Contracts/Terms and Conditions
Oftentimes in the business owner’s eyes, contracts (including purchase orders, invoices, etc.), are simply seen as the paper that gets exchanged as part of the normal process of doing everyday business. The fact is that contracts impose legal obligations on the parties to the contract, and they can significantly benefit one party to the detriment of the other party, depending on how they are drafted. So while business people may describe a certain contract as “standard” or “just boiler-plate,” the owners of a business need to be mindful and aware of what the contracts they encounter in everyday business actually mean. In addition to “paper” forms like purchase orders and invoices, business owners need to be on the lookout for contract terms that are incorporated by reference from a party’s website or terms and conditions that may appear in an acknowledgement or similar form issued by a party.
Virtually every business, regardless of whether it sells products or services, benefits greatly by having a master set of “terms and conditions” reviewed by legal counsel that it can use to conduct business on an everyday basis. Although the specific circumstances of each business are different, key provisions within the terms and conditions often center around limitation of liability, termination rights of the parties, indemnity, choice of law and venue, among others.
Use of Independent Contractors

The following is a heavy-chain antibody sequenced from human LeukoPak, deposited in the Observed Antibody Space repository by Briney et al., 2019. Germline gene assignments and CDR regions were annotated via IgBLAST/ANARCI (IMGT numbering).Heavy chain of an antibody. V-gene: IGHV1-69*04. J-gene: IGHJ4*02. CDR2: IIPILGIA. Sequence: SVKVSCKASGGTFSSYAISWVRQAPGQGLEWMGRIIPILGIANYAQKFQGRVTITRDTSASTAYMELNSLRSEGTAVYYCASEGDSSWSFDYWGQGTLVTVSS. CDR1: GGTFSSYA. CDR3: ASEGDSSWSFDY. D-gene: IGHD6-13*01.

Business owners are often tempted to bring on a new worker as an independent contractor. Whether the business owner thinks that the independent contractor will only be with them for a short time (and thus is not worth the hassle and paperwork involved with bringing on a new employee, trying to save on employment taxes, or some other reason deemed proper in the business owner’s eyes), such action can result in a business having both independent contractors and employees who are performing substantially similar functions within the company.
The U.S. Department of Labor has for the last several years had a major initiative of cracking down on the misclassification of employees as independent contractors. That initiative has resulted in a significant number of businesses being audited for independent contractor compliance. In addition to potentially exposing the business to unpaid employment taxes and related penalties for those people who are improperly classified as independent contractors, the business owner can also unintentionally expose some of the business’ intellectual property to a question of who owns such intellectual property.
The issue surrounding the ownership of intellectual property is caused by the fact that generally speaking, intellectual property developed by an employee is owned by the business, whereas intellectual property developed by an independent contractor is generally owned by the independent contractor who developed it. In order for the business to own the intellectual property developed by an independent contractor, the business must have a signed written agreement in place which clearly states that the business owns all such intellectual property.
It is for these reasons that business owners need to evaluate their use of independent contractors to determine first, whether they are properly treated as an independent contractor from a tax perspective, and second, in the event they are, whether the business owner needs a proper agreement in place to address the ownership of intellectual property.